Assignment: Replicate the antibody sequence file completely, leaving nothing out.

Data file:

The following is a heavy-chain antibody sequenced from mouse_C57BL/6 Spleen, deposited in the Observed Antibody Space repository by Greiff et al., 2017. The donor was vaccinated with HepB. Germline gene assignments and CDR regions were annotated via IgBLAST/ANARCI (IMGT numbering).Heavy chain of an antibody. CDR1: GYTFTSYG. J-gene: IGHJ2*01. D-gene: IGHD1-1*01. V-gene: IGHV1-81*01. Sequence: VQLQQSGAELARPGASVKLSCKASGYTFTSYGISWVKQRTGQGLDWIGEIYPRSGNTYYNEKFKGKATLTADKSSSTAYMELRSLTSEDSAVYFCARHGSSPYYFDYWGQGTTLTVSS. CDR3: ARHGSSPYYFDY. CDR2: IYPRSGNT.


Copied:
The following is a heavy-chain antibody sequenced from mouse_C57BL/6 Spleen, deposited in the Observed Antibody Space repository by Greiff et al., 2017. The donor was vaccinated with HepB. Germline gene assignments and CDR regions were annotated via IgBLAST/ANARCI (IMGT numbering).Heavy chain of an antibody. CDR1: GYTFTSYG. J-gene: IGHJ2*01. D-gene: IGHD1-1*01. V-gene: IGHV1-81*01. Sequence: VQLQQSGAELARPGASVKLSCKASGYTFTSYGISWVKQRTGQGLDWIGEIYPRSGNTYYNEKFKGKATLTADKSSSTAYMELRSLTSEDSAVYFCARHGSSPYYFDYWGQGTTLTVSS. CDR3: ARHGSSPYYFDY. CDR2: IYPRSGNT.